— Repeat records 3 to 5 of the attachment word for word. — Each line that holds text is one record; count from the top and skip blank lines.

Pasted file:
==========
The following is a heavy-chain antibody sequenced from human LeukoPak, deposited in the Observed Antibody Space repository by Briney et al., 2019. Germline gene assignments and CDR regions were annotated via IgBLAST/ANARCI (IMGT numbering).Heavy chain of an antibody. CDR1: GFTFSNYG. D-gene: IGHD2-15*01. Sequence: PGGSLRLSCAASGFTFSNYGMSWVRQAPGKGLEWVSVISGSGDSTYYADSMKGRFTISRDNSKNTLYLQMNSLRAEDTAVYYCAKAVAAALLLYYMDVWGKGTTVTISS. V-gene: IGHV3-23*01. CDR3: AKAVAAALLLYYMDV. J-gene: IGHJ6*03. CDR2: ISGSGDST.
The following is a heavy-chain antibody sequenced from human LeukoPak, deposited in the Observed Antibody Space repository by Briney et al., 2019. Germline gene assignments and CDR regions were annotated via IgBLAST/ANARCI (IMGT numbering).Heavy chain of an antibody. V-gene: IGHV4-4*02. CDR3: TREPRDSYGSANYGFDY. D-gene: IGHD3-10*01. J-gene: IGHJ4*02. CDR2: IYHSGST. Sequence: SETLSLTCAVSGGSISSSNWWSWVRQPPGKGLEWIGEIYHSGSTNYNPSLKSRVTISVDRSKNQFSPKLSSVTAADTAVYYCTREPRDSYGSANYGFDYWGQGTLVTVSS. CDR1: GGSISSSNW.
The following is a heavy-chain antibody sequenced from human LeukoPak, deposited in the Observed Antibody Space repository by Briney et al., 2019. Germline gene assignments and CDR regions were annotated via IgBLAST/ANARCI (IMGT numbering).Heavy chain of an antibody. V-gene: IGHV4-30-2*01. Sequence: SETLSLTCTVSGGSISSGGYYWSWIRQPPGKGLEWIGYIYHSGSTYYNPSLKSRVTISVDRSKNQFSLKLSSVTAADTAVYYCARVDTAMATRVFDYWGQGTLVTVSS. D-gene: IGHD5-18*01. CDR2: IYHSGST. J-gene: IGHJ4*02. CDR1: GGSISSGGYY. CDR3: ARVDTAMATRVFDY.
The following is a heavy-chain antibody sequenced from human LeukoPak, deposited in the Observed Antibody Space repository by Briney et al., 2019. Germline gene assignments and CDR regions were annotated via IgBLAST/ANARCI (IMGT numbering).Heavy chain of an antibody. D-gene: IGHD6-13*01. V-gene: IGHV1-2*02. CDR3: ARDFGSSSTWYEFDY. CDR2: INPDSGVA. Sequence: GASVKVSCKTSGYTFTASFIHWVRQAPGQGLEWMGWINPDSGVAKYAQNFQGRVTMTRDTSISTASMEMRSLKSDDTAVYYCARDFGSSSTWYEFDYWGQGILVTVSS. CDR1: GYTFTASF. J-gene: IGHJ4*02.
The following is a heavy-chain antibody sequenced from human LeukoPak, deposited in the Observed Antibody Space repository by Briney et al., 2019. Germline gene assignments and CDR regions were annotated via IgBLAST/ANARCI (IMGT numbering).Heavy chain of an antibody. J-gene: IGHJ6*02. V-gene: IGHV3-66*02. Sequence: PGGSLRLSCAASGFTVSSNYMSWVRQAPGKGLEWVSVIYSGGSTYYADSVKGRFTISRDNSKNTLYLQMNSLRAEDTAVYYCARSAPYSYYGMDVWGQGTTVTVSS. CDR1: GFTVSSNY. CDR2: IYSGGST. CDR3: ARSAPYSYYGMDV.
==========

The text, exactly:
The following is a heavy-chain antibody sequenced from human LeukoPak, deposited in the Observed Antibody Space repository by Briney et al., 2019. Germline gene assignments and CDR regions were annotated via IgBLAST/ANARCI (IMGT numbering).Heavy chain of an antibody. V-gene: IGHV4-30-2*01. Sequence: SETLSLTCTVSGGSISSGGYYWSWIRQPPGKGLEWIGYIYHSGSTYYNPSLKSRVTISVDRSKNQFSLKLSSVTAADTAVYYCARVDTAMATRVFDYWGQGTLVTVSS. D-gene: IGHD5-18*01. CDR2: IYHSGST. J-gene: IGHJ4*02. CDR1: GGSISSGGYY. CDR3: ARVDTAMATRVFDY.
The following is a heavy-chain antibody sequenced from human LeukoPak, deposited in the Observed Antibody Space repository by Briney et al., 2019. Germline gene assignments and CDR regions were annotated via IgBLAST/ANARCI (IMGT numbering).Heavy chain of an antibody. D-gene: IGHD6-13*01. V-gene: IGHV1-2*02. CDR3: ARDFGSSSTWYEFDY. CDR2: INPDSGVA. Sequence: GASVKVSCKTSGYTFTASFIHWVRQAPGQGLEWMGWINPDSGVAKYAQNFQGRVTMTRDTSISTASMEMRSLKSDDTAVYYCARDFGSSSTWYEFDYWGQGILVTVSS. CDR1: GYTFTASF. J-gene: IGHJ4*02.
The following is a heavy-chain antibody sequenced from human LeukoPak, deposited in the Observed Antibody Space repository by Briney et al., 2019. Germline gene assignments and CDR regions were annotated via IgBLAST/ANARCI (IMGT numbering).Heavy chain of an antibody. J-gene: IGHJ6*02. V-gene: IGHV3-66*02. Sequence: PGGSLRLSCAASGFTVSSNYMSWVRQAPGKGLEWVSVIYSGGSTYYADSVKGRFTISRDNSKNTLYLQMNSLRAEDTAVYYCARSAPYSYYGMDVWGQGTTVTVSS. CDR1: GFTVSSNY. CDR2: IYSGGST. CDR3: ARSAPYSYYGMDV.